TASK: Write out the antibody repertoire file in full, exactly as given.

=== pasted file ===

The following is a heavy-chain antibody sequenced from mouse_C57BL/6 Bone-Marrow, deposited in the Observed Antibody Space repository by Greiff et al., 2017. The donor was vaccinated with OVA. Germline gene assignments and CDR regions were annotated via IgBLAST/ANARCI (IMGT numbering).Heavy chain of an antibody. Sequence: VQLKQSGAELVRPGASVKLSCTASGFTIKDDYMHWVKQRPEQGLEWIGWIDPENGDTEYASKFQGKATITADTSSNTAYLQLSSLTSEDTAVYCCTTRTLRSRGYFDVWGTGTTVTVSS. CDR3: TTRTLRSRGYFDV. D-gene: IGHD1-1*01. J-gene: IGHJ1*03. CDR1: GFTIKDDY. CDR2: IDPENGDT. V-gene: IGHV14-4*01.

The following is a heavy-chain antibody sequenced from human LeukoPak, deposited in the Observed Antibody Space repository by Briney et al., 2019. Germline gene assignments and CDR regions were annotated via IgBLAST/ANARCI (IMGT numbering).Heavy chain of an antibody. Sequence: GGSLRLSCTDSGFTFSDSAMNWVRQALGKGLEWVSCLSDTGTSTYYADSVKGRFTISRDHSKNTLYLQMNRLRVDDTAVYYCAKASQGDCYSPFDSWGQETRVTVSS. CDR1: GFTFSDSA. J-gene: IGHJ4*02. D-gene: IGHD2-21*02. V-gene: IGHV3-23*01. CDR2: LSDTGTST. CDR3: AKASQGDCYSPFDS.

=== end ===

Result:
The following is a heavy-chain antibody sequenced from mouse_C57BL/6 Bone-Marrow, deposited in the Observed Antibody Space repository by Greiff et al., 2017. The donor was vaccinated with OVA. Germline gene assignments and CDR regions were annotated via IgBLAST/ANARCI (IMGT numbering).Heavy chain of an antibody. Sequence: VQLKQSGAELVRPGASVKLSCTASGFTIKDDYMHWVKQRPEQGLEWIGWIDPENGDTEYASKFQGKATITADTSSNTAYLQLSSLTSEDTAVYCCTTRTLRSRGYFDVWGTGTTVTVSS. CDR3: TTRTLRSRGYFDV. D-gene: IGHD1-1*01. J-gene: IGHJ1*03. CDR1: GFTIKDDY. CDR2: IDPENGDT. V-gene: IGHV14-4*01.

The following is a heavy-chain antibody sequenced from human LeukoPak, deposited in the Observed Antibody Space repository by Briney et al., 2019. Germline gene assignments and CDR regions were annotated via IgBLAST/ANARCI (IMGT numbering).Heavy chain of an antibody. Sequence: GGSLRLSCTDSGFTFSDSAMNWVRQALGKGLEWVSCLSDTGTSTYYADSVKGRFTISRDHSKNTLYLQMNRLRVDDTAVYYCAKASQGDCYSPFDSWGQETRVTVSS. CDR1: GFTFSDSA. J-gene: IGHJ4*02. D-gene: IGHD2-21*02. V-gene: IGHV3-23*01. CDR2: LSDTGTST. CDR3: AKASQGDCYSPFDS.